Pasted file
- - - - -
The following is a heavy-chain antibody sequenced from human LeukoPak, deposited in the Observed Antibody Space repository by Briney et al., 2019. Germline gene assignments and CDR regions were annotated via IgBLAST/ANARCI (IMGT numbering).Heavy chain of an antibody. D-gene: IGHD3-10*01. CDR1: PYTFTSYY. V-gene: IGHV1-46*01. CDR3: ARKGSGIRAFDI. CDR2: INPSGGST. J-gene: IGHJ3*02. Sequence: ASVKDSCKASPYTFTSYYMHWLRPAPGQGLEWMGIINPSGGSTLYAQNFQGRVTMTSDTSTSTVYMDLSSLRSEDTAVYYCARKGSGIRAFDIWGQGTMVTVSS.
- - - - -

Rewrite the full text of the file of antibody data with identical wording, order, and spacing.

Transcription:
The following is a heavy-chain antibody sequenced from human LeukoPak, deposited in the Observed Antibody Space repository by Briney et al., 2019. Germline gene assignments and CDR regions were annotated via IgBLAST/ANARCI (IMGT numbering).Heavy chain of an antibody. D-gene: IGHD3-10*01. CDR1: PYTFTSYY. V-gene: IGHV1-46*01. CDR3: ARKGSGIRAFDI. CDR2: INPSGGST. J-gene: IGHJ3*02. Sequence: ASVKDSCKASPYTFTSYYMHWLRPAPGQGLEWMGIINPSGGSTLYAQNFQGRVTMTSDTSTSTVYMDLSSLRSEDTAVYYCARKGSGIRAFDIWGQGTMVTVSS.